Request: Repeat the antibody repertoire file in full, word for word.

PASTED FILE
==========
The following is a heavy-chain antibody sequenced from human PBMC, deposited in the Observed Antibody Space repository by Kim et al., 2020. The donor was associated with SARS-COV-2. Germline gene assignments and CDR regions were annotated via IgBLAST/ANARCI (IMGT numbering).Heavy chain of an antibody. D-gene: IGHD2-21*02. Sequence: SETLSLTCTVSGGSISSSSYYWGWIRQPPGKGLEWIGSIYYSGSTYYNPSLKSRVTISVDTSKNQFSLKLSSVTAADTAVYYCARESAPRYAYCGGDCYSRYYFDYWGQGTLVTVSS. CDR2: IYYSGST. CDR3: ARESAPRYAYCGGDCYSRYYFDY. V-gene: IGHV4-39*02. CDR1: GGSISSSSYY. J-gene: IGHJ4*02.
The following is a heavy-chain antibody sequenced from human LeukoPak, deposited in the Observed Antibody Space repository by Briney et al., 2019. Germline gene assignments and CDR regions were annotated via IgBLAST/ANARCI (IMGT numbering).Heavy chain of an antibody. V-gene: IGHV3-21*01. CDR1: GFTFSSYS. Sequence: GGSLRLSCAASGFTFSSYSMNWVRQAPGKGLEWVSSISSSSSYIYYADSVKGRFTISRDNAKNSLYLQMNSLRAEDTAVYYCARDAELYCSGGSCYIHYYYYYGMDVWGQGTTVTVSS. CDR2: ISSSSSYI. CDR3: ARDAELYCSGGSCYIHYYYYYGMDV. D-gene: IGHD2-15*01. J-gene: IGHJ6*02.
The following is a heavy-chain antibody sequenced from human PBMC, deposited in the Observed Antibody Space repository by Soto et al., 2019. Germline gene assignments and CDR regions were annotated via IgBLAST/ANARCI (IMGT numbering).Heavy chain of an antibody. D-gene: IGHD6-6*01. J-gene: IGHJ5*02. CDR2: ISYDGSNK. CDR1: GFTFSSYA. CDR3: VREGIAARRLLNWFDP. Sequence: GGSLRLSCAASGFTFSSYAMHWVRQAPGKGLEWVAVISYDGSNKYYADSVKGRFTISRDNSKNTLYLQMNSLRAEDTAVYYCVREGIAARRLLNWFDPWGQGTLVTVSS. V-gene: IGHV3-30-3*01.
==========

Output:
The following is a heavy-chain antibody sequenced from human PBMC, deposited in the Observed Antibody Space repository by Kim et al., 2020. The donor was associated with SARS-COV-2. Germline gene assignments and CDR regions were annotated via IgBLAST/ANARCI (IMGT numbering).Heavy chain of an antibody. D-gene: IGHD2-21*02. Sequence: SETLSLTCTVSGGSISSSSYYWGWIRQPPGKGLEWIGSIYYSGSTYYNPSLKSRVTISVDTSKNQFSLKLSSVTAADTAVYYCARESAPRYAYCGGDCYSRYYFDYWGQGTLVTVSS. CDR2: IYYSGST. CDR3: ARESAPRYAYCGGDCYSRYYFDY. V-gene: IGHV4-39*02. CDR1: GGSISSSSYY. J-gene: IGHJ4*02.
The following is a heavy-chain antibody sequenced from human LeukoPak, deposited in the Observed Antibody Space repository by Briney et al., 2019. Germline gene assignments and CDR regions were annotated via IgBLAST/ANARCI (IMGT numbering).Heavy chain of an antibody. V-gene: IGHV3-21*01. CDR1: GFTFSSYS. Sequence: GGSLRLSCAASGFTFSSYSMNWVRQAPGKGLEWVSSISSSSSYIYYADSVKGRFTISRDNAKNSLYLQMNSLRAEDTAVYYCARDAELYCSGGSCYIHYYYYYGMDVWGQGTTVTVSS. CDR2: ISSSSSYI. CDR3: ARDAELYCSGGSCYIHYYYYYGMDV. D-gene: IGHD2-15*01. J-gene: IGHJ6*02.
The following is a heavy-chain antibody sequenced from human PBMC, deposited in the Observed Antibody Space repository by Soto et al., 2019. Germline gene assignments and CDR regions were annotated via IgBLAST/ANARCI (IMGT numbering).Heavy chain of an antibody. D-gene: IGHD6-6*01. J-gene: IGHJ5*02. CDR2: ISYDGSNK. CDR1: GFTFSSYA. CDR3: VREGIAARRLLNWFDP. Sequence: GGSLRLSCAASGFTFSSYAMHWVRQAPGKGLEWVAVISYDGSNKYYADSVKGRFTISRDNSKNTLYLQMNSLRAEDTAVYYCVREGIAARRLLNWFDPWGQGTLVTVSS. V-gene: IGHV3-30-3*01.